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The Best States to Live In, 2023 - Really?

AP Photo/Steven Senne

One of the great things about living in the United States is the variety of places you can choose to live. We have fifty states — fifty laboratories for politics, lifestyles, economics, everything, and if you find your state no longer tolerable for any reason, you can go find one that suits you better. Plenty of Americans now are doing just that, mainly fleeing the blue states like New York, New Jersey, and California for greener pastures in places like Texas and Florida. That's why this ranking for 2023's "Best States to Live in" is a little surprising. The top five are:

  • Massachusetts
  • New Jersey
  • New Hampshire
  • New York
  • Wyoming

And the bottom five are:

  • Oklahoma
  • Mississippi
  • Louisiana
  • Alaska
  • New Mexico

Our own Alaska rates last in income growth, average weekly work hours, and restaurants per capita. I would hasten to point these figures out to, say, liberal Democrats fleeing blue states. Along with our winters! Our long, cold, dark winters!

The methodology used to arrive at these figures is revealing.

In order to determine the best and worst states to live in, WalletHub compared the 50 states across five key dimensions: 1) Affordability, 2) Economy, 3) Education & Health, 4) Quality of Life, and 5) Safety.

We evaluated those dimensions using 51 relevant metrics, which are listed below with their corresponding weights. Each metric was graded on a 100-point scale, with a score of 100 representing the most favorable living conditions. For metrics marked with an asterisk (*), the square root of the population was used to calculate the population size in order to avoid overcompensating for minor differences across states.

Finally, we determined each state’s weighted average across all metrics to calculate its overall score and used the resulting scores to rank-order the states.

When you dive into the metrics, there appears to be a considerable urban bias, which probably explains why Massachusetts, New Jersey, and New York rank well in the calculation, even though all three are seeing an exodus of their residents. Here, for example, is how the experts named in the study determine "Quality of Life":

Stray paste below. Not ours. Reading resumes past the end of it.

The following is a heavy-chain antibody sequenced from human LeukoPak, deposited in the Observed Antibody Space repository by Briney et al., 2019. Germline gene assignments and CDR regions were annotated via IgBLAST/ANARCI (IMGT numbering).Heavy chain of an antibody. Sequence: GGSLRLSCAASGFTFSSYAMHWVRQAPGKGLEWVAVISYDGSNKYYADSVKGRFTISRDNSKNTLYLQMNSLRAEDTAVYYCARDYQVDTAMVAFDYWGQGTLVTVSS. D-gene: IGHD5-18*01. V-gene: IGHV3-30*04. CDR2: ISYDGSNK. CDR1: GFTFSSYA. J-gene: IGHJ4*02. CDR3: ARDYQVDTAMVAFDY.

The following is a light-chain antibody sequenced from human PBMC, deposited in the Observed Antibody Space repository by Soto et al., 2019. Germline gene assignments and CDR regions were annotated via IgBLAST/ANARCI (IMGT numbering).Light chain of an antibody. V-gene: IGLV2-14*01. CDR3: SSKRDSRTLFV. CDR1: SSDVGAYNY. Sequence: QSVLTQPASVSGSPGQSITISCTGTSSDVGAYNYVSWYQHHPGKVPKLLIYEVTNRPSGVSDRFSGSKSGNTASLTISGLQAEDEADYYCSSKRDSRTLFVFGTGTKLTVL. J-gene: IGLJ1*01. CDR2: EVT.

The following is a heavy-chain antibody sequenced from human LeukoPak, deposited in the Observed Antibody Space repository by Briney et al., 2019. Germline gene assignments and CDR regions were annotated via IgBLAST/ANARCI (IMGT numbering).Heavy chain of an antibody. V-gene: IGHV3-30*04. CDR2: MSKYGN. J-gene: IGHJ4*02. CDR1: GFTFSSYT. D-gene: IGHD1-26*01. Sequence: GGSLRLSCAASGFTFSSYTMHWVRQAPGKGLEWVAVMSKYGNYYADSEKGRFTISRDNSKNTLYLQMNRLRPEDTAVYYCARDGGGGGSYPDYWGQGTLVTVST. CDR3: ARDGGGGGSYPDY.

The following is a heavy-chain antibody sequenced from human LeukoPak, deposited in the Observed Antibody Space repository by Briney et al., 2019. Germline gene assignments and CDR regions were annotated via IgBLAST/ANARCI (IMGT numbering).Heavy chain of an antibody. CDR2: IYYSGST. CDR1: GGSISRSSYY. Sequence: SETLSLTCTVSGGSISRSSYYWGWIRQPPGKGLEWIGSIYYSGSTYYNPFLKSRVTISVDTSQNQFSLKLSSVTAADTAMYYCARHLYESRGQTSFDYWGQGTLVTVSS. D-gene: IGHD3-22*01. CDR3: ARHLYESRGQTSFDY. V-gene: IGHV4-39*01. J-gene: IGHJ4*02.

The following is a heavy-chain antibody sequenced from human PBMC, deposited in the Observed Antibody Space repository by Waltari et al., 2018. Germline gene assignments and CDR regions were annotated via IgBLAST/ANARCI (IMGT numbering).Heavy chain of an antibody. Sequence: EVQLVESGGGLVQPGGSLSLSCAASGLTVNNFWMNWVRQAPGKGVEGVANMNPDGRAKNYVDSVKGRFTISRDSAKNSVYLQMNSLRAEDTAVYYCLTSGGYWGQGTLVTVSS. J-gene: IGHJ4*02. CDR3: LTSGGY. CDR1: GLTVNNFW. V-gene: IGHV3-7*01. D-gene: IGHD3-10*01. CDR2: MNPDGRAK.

• Average Hours Worked per Week: Full Weight (~0.93 Points)
  • Average Commute Time (in Minutes): Full Weight (~0.93 Points)
  • Miles of Trails for Bicycling & Walking per Total State Land Area: Full Weight (~0.93 Points)
  • “Bicycle Friendly State” Ranking (proxy for Bike Score): Full Weight (~0.93 Points)
  • Access to Public Transportation: Double Weight (~1.86 Points)
    Note: This metric measures the share of commuters who use public transit.
  • Quality of Roads: Full Weight (~0.93 Points)
    Note: This metric measures the share of pavement in poor condition.
  • Traffic Congestion: Double Weight (~1.86 Points)
  • Restaurants per Capita*: Double Weight (~1.86 Points)
  • Bars per Capita*: Full Weight (~0.93 Points)
  • Museums per Capita*: Full Weight (~0.93 Points)
  • Performing Arts Centers per Capita*: Full Weight (~0.93 Points)
  • Movie Theaters per Capita*: Half Weight (~0.47 Points)
  • Fitness Centers per Capita*: Double Weight (~1.86 Points)
  • Accessibility of Beaches: Full Weight (~0.93 Points)
    Note: Composed metric: includes number of beaches per capita (sqrt of pop) and average length of beaches.
  • Weather: Triple Weight (~2.79 Points)
    Note: This metric is based on WalletHub’s “Cities with the Best & Worst Weather” ranking.
  • Air Quality: Full Weight (~0.93 Points)

New York comes in first in Quality of Life. (Seriously?) California is second, Pennsylvania third, Illinois fourth, and the first red state in the ranking, Florida, comes in fifth. Alaska comes in dead last.

But these things are very subjective, aren't they? Commute time, for example; here in the Great Land, the one defining characteristic you see is vastness. A lot of people we know here in our Susitna Valley area work in Wasilla or even Anchorage, and commute times may be an hour or more, but most of them will tell you it's worth it. And "Miles of Trails for Bicycling and Walking per Total State Land Area"? That's pretty unfair to a state over three times the size of Texas with the population of Wyoming.

There aren't metrics here for most of the reasons people who live in Alaska live in Alaska - privacy, seclusion, low taxes, minimal government interference in most things (at least compared to places like New York and New Jersey), great hunting and fishing, the ability to just live your life and not be bothered. Most Alaskans we know wouldn't live anywhere else. You couldn't drag my wife and me out of here with a Caterpillar.

But, as I say, these things are subjective.

Alaska also doesn't fare so well in "Best & Worst States to Raise a Family" and "Best & Worst States for Millennials," although we come in at #19 for "Best States to Retire."

Studies like these can be interesting. It's fun to dive into them and pick apart the data. But in the end, they aren't terribly enlightening. Quality of life, along with most of the other various metrics used in this and similar studies, is highly subjective. Many people, yes, are concerned with the number of restaurants and museums per capita, while others of us are more concerned with the availability of public boat ramps and how healthy the salmon run is.

That's what is great about the United States. It's even a founding principle of our republic: federalism. If you don't like one state, you have 49 others to choose from. Choose wisely, on your own standards for a happy life, and you won't be disappointed.

Unless you're a liberal Democrat fleeing a blue state. In that case, I warn you against Alaska! The winters! The long, cold, dark winters!

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